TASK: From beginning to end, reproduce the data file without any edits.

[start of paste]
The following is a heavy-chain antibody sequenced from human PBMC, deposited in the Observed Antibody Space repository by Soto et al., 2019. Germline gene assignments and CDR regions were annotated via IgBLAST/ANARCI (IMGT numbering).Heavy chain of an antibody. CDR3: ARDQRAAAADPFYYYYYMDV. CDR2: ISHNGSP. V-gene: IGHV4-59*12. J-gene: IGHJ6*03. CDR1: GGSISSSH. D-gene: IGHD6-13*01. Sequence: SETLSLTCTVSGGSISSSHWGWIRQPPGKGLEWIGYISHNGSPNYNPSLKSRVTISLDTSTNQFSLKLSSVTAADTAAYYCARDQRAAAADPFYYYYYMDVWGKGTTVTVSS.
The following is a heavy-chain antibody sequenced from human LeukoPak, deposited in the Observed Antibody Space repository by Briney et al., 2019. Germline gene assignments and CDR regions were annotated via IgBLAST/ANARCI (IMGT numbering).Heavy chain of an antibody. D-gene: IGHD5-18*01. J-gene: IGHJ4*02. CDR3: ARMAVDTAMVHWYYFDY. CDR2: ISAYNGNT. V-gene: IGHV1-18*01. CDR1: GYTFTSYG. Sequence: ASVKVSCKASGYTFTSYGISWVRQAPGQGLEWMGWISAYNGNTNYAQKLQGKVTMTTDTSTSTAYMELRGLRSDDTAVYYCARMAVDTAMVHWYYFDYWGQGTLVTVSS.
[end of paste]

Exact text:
The following is a heavy-chain antibody sequenced from human PBMC, deposited in the Observed Antibody Space repository by Soto et al., 2019. Germline gene assignments and CDR regions were annotated via IgBLAST/ANARCI (IMGT numbering).Heavy chain of an antibody. CDR3: ARDQRAAAADPFYYYYYMDV. CDR2: ISHNGSP. V-gene: IGHV4-59*12. J-gene: IGHJ6*03. CDR1: GGSISSSH. D-gene: IGHD6-13*01. Sequence: SETLSLTCTVSGGSISSSHWGWIRQPPGKGLEWIGYISHNGSPNYNPSLKSRVTISLDTSTNQFSLKLSSVTAADTAAYYCARDQRAAAADPFYYYYYMDVWGKGTTVTVSS.
The following is a heavy-chain antibody sequenced from human LeukoPak, deposited in the Observed Antibody Space repository by Briney et al., 2019. Germline gene assignments and CDR regions were annotated via IgBLAST/ANARCI (IMGT numbering).Heavy chain of an antibody. D-gene: IGHD5-18*01. J-gene: IGHJ4*02. CDR3: ARMAVDTAMVHWYYFDY. CDR2: ISAYNGNT. V-gene: IGHV1-18*01. CDR1: GYTFTSYG. Sequence: ASVKVSCKASGYTFTSYGISWVRQAPGQGLEWMGWISAYNGNTNYAQKLQGKVTMTTDTSTSTAYMELRGLRSDDTAVYYCARMAVDTAMVHWYYFDYWGQGTLVTVSS.